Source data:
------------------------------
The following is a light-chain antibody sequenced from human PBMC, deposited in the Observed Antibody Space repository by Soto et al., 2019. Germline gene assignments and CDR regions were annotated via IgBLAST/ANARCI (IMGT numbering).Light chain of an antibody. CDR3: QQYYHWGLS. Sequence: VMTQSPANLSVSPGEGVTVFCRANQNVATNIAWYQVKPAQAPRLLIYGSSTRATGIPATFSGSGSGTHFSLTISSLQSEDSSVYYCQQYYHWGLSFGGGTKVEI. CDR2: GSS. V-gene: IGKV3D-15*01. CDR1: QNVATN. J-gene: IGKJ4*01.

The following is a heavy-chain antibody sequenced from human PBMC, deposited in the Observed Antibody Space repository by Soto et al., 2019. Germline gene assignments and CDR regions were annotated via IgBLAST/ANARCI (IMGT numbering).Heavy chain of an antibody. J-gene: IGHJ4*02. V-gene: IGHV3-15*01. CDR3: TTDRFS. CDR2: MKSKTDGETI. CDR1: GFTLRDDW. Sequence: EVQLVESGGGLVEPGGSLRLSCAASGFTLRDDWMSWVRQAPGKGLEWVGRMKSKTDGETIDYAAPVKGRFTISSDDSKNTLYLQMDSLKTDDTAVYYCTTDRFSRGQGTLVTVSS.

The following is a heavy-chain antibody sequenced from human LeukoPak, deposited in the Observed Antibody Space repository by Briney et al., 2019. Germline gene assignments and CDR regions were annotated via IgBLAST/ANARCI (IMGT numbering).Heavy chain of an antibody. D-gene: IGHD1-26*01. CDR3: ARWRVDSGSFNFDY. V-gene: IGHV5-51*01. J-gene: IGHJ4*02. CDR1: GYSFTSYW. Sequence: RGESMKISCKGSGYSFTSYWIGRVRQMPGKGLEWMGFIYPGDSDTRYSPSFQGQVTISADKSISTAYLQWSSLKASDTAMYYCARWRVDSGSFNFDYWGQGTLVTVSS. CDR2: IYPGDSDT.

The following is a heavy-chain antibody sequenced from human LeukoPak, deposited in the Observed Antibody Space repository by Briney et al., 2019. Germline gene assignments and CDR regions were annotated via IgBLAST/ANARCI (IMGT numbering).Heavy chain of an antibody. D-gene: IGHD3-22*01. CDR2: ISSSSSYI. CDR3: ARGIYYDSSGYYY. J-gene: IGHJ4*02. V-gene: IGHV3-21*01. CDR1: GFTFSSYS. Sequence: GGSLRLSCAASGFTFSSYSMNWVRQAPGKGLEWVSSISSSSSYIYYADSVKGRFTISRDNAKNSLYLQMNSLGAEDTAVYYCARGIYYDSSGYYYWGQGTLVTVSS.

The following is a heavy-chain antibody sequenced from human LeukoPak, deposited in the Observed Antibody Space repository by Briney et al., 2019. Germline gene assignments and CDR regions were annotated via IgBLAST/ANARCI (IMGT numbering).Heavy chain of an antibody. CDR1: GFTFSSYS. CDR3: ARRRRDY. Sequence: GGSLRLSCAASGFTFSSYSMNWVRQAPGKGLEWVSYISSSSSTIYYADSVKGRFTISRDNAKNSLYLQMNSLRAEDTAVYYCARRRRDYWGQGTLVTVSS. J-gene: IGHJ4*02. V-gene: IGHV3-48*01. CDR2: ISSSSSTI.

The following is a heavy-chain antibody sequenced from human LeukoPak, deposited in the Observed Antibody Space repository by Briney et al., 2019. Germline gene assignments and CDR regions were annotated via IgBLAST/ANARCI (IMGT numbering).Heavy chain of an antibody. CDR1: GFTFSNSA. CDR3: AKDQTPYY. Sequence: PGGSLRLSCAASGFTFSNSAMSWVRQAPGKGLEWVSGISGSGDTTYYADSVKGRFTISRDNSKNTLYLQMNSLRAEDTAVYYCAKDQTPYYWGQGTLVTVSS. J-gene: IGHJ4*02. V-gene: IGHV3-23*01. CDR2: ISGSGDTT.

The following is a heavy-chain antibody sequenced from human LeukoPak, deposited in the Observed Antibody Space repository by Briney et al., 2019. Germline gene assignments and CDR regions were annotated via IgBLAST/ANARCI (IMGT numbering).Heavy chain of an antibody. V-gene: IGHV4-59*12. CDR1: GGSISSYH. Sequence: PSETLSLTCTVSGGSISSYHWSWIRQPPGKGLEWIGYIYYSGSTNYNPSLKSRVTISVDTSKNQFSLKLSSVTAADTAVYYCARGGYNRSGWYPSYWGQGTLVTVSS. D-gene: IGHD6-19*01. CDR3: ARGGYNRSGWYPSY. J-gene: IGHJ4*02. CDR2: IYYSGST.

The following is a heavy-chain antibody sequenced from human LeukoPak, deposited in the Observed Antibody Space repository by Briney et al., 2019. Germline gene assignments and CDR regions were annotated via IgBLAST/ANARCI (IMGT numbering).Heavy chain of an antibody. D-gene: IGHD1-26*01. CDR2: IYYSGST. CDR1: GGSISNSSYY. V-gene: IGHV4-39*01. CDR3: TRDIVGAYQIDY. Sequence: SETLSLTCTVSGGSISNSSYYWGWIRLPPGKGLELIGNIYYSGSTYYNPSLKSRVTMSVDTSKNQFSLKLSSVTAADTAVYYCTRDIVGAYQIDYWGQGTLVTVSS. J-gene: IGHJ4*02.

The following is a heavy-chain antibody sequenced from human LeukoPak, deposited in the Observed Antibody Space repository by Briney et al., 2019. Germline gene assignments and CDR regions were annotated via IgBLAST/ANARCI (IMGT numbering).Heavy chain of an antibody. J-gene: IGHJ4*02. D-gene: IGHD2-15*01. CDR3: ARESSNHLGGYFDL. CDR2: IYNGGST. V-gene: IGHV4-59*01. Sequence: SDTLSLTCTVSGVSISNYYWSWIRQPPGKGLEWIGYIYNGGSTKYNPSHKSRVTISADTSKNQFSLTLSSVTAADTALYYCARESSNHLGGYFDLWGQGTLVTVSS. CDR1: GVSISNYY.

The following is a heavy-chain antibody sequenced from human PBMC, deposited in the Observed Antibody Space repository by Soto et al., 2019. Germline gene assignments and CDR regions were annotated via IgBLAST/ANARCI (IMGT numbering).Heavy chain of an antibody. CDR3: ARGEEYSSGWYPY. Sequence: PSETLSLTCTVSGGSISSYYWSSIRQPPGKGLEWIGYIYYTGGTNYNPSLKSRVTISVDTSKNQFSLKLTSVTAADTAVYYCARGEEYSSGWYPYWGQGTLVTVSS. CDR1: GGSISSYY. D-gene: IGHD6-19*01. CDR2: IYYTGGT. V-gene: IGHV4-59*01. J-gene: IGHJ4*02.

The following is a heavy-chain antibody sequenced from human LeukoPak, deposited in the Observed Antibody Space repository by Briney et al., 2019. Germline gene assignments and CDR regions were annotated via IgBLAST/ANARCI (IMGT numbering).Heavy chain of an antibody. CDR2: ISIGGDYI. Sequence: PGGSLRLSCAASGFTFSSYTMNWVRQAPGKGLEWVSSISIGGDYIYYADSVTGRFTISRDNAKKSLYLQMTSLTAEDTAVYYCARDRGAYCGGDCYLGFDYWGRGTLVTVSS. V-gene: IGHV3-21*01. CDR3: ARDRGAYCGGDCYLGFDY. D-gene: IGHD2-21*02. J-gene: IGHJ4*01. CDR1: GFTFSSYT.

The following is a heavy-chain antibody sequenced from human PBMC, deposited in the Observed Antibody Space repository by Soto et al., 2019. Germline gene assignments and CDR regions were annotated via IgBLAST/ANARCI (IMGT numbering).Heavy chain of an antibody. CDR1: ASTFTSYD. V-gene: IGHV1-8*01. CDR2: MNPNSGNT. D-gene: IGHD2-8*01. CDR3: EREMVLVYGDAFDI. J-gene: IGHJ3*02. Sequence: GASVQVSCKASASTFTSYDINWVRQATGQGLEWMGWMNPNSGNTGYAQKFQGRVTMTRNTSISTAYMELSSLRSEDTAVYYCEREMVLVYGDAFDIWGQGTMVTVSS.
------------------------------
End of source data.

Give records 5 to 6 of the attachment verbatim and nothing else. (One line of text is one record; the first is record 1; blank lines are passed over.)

The following is a heavy-chain antibody sequenced from human LeukoPak, deposited in the Observed Antibody Space repository by Briney et al., 2019. Germline gene assignments and CDR regions were annotated via IgBLAST/ANARCI (IMGT numbering).Heavy chain of an antibody. CDR1: GFTFSSYS. CDR3: ARRRRDY. Sequence: GGSLRLSCAASGFTFSSYSMNWVRQAPGKGLEWVSYISSSSSTIYYADSVKGRFTISRDNAKNSLYLQMNSLRAEDTAVYYCARRRRDYWGQGTLVTVSS. J-gene: IGHJ4*02. V-gene: IGHV3-48*01. CDR2: ISSSSSTI.

The following is a heavy-chain antibody sequenced from human LeukoPak, deposited in the Observed Antibody Space repository by Briney et al., 2019. Germline gene assignments and CDR regions were annotated via IgBLAST/ANARCI (IMGT numbering).Heavy chain of an antibody. CDR1: GFTFSNSA. CDR3: AKDQTPYY. Sequence: PGGSLRLSCAASGFTFSNSAMSWVRQAPGKGLEWVSGISGSGDTTYYADSVKGRFTISRDNSKNTLYLQMNSLRAEDTAVYYCAKDQTPYYWGQGTLVTVSS. J-gene: IGHJ4*02. V-gene: IGHV3-23*01. CDR2: ISGSGDTT.